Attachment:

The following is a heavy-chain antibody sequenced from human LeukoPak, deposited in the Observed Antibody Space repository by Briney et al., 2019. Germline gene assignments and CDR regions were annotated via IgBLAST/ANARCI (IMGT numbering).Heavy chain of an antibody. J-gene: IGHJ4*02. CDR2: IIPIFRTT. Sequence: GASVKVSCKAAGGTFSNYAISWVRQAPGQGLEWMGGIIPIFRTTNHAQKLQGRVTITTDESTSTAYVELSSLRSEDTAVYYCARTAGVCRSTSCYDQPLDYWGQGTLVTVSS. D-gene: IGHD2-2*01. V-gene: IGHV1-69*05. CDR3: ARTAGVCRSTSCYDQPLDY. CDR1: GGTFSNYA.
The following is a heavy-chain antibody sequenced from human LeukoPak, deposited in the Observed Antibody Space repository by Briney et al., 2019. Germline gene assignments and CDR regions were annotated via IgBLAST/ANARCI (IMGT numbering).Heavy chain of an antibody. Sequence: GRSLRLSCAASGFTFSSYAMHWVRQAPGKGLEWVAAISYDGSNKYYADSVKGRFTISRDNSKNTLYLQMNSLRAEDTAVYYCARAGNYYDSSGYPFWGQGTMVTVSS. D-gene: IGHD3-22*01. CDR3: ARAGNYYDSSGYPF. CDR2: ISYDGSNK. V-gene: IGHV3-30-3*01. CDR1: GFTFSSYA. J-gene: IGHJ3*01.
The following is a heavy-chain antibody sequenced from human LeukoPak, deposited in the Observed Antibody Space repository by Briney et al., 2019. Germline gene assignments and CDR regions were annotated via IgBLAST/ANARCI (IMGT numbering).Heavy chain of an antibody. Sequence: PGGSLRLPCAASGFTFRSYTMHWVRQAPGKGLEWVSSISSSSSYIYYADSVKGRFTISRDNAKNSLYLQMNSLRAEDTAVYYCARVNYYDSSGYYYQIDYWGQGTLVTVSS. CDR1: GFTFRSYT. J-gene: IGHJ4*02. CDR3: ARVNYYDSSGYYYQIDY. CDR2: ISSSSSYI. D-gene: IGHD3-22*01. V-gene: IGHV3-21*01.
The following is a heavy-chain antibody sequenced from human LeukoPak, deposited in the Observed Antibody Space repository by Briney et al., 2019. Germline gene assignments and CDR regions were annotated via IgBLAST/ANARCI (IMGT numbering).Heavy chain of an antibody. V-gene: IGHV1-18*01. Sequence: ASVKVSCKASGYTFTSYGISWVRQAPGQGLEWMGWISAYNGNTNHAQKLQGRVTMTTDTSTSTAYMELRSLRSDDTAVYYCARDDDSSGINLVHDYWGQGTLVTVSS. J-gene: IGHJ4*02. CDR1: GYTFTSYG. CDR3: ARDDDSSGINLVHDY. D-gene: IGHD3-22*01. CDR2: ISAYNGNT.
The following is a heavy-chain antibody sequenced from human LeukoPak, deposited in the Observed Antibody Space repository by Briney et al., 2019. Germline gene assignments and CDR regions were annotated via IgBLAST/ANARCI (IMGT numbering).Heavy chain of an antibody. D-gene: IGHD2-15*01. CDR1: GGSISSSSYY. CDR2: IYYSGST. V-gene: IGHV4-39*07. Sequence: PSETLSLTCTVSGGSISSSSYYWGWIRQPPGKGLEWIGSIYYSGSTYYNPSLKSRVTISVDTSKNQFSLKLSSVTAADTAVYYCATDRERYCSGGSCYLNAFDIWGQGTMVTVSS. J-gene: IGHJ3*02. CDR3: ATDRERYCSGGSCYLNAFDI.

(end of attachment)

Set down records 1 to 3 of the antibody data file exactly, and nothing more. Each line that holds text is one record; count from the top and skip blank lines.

The following is a heavy-chain antibody sequenced from human LeukoPak, deposited in the Observed Antibody Space repository by Briney et al., 2019. Germline gene assignments and CDR regions were annotated via IgBLAST/ANARCI (IMGT numbering).Heavy chain of an antibody. J-gene: IGHJ4*02. CDR2: IIPIFRTT. Sequence: GASVKVSCKAAGGTFSNYAISWVRQAPGQGLEWMGGIIPIFRTTNHAQKLQGRVTITTDESTSTAYVELSSLRSEDTAVYYCARTAGVCRSTSCYDQPLDYWGQGTLVTVSS. D-gene: IGHD2-2*01. V-gene: IGHV1-69*05. CDR3: ARTAGVCRSTSCYDQPLDY. CDR1: GGTFSNYA.
The following is a heavy-chain antibody sequenced from human LeukoPak, deposited in the Observed Antibody Space repository by Briney et al., 2019. Germline gene assignments and CDR regions were annotated via IgBLAST/ANARCI (IMGT numbering).Heavy chain of an antibody. Sequence: GRSLRLSCAASGFTFSSYAMHWVRQAPGKGLEWVAAISYDGSNKYYADSVKGRFTISRDNSKNTLYLQMNSLRAEDTAVYYCARAGNYYDSSGYPFWGQGTMVTVSS. D-gene: IGHD3-22*01. CDR3: ARAGNYYDSSGYPF. CDR2: ISYDGSNK. V-gene: IGHV3-30-3*01. CDR1: GFTFSSYA. J-gene: IGHJ3*01.
The following is a heavy-chain antibody sequenced from human LeukoPak, deposited in the Observed Antibody Space repository by Briney et al., 2019. Germline gene assignments and CDR regions were annotated via IgBLAST/ANARCI (IMGT numbering).Heavy chain of an antibody. Sequence: PGGSLRLPCAASGFTFRSYTMHWVRQAPGKGLEWVSSISSSSSYIYYADSVKGRFTISRDNAKNSLYLQMNSLRAEDTAVYYCARVNYYDSSGYYYQIDYWGQGTLVTVSS. CDR1: GFTFRSYT. J-gene: IGHJ4*02. CDR3: ARVNYYDSSGYYYQIDY. CDR2: ISSSSSYI. D-gene: IGHD3-22*01. V-gene: IGHV3-21*01.